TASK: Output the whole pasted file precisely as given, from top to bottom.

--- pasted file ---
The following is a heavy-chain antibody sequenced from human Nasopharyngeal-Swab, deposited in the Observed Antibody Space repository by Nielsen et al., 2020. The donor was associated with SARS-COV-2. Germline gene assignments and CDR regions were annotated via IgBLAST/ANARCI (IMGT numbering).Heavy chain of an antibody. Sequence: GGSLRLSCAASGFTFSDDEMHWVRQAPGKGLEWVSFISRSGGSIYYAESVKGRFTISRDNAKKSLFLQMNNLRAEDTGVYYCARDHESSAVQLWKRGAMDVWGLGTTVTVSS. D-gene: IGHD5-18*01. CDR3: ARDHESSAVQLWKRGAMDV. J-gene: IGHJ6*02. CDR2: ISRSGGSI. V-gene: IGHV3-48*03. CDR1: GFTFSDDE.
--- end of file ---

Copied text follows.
The following is a heavy-chain antibody sequenced from human Nasopharyngeal-Swab, deposited in the Observed Antibody Space repository by Nielsen et al., 2020. The donor was associated with SARS-COV-2. Germline gene assignments and CDR regions were annotated via IgBLAST/ANARCI (IMGT numbering).Heavy chain of an antibody. Sequence: GGSLRLSCAASGFTFSDDEMHWVRQAPGKGLEWVSFISRSGGSIYYAESVKGRFTISRDNAKKSLFLQMNNLRAEDTGVYYCARDHESSAVQLWKRGAMDVWGLGTTVTVSS. D-gene: IGHD5-18*01. CDR3: ARDHESSAVQLWKRGAMDV. J-gene: IGHJ6*02. CDR2: ISRSGGSI. V-gene: IGHV3-48*03. CDR1: GFTFSDDE.